André Leon Gray
Raleigh native André Leon Gray is a self-trained artist who works in a variety of media to examine the impact of history on present day power structures and social hierarchies. He transforms mundane objects and materials into powerful social commentaries to encourage conversations among his diverse audience.
Gray uses discarded materials, including crutches, police barrier tape and imagery found on the internet, to create a coded visual language. In his artistic practice, he loves to examine, dissect and arrange multiple sources of information into his work. He samples symbols of Western culture like a hip hop producer and remixes the content into a new narrative. Using a variety of disciplines, including painting, mixed media, assemblage, drawing and installation, he reassembles them in a manner that becomes more than the sum of its parts. Language is frequently applied to the surface as a point of entry, to examine how words are used as representations and declarations of power to define parameters in social hierarchies. Gray envisions art as a transformative tool to advance our understanding of each other, the world around us, and the cultural necessity to advance humanity in the right direction that benefits us all.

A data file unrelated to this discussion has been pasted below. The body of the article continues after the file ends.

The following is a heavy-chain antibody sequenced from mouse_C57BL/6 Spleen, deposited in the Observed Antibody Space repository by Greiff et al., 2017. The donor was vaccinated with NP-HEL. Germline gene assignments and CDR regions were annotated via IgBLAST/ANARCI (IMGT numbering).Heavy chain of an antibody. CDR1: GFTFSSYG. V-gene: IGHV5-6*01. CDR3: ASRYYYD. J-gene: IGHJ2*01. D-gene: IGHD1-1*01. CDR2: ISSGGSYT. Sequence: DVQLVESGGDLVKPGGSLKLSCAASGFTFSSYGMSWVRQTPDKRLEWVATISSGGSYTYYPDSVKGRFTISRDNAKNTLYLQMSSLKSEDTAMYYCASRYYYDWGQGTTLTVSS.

His recipe of historical and contemporary references, are continually stirred in his hearty pot of eye gumbo: a visual meal for the mind, thickened with a roux of black culture, marinated in social commentary and seasoned with consciousness.
Gray has exhibited work at Prizm Art Fair 2017, the Orlando Museum of Art, Duke Performances’ “Monk @100: A Century of Genius” in Durham, Nasher Museum of Art at Duke University, SCOPE Miami 2012, and the United Nations Headquarters in New York City. His work is in the permanent collection of the North Carolina Museum of Art.